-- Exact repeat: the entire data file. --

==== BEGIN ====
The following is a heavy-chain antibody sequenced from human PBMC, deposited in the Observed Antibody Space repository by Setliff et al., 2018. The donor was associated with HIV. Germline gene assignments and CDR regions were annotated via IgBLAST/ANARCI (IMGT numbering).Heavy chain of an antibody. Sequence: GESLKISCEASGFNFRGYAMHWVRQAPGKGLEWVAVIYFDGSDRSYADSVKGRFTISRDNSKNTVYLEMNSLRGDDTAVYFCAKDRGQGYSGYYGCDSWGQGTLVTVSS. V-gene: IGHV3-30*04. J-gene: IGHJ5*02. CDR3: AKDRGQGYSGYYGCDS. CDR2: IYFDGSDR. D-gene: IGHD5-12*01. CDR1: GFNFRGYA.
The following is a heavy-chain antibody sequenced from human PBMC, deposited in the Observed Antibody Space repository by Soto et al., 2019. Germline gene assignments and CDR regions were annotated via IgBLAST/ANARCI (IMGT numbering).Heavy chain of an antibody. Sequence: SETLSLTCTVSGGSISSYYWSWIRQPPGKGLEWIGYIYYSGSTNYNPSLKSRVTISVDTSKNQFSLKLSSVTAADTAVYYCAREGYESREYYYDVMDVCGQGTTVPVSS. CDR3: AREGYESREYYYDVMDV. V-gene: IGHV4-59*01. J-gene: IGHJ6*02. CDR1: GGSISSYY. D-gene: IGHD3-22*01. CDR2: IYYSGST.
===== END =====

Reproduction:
The following is a heavy-chain antibody sequenced from human PBMC, deposited in the Observed Antibody Space repository by Setliff et al., 2018. The donor was associated with HIV. Germline gene assignments and CDR regions were annotated via IgBLAST/ANARCI (IMGT numbering).Heavy chain of an antibody. Sequence: GESLKISCEASGFNFRGYAMHWVRQAPGKGLEWVAVIYFDGSDRSYADSVKGRFTISRDNSKNTVYLEMNSLRGDDTAVYFCAKDRGQGYSGYYGCDSWGQGTLVTVSS. V-gene: IGHV3-30*04. J-gene: IGHJ5*02. CDR3: AKDRGQGYSGYYGCDS. CDR2: IYFDGSDR. D-gene: IGHD5-12*01. CDR1: GFNFRGYA.
The following is a heavy-chain antibody sequenced from human PBMC, deposited in the Observed Antibody Space repository by Soto et al., 2019. Germline gene assignments and CDR regions were annotated via IgBLAST/ANARCI (IMGT numbering).Heavy chain of an antibody. Sequence: SETLSLTCTVSGGSISSYYWSWIRQPPGKGLEWIGYIYYSGSTNYNPSLKSRVTISVDTSKNQFSLKLSSVTAADTAVYYCAREGYESREYYYDVMDVCGQGTTVPVSS. CDR3: AREGYESREYYYDVMDV. V-gene: IGHV4-59*01. J-gene: IGHJ6*02. CDR1: GGSISSYY. D-gene: IGHD3-22*01. CDR2: IYYSGST.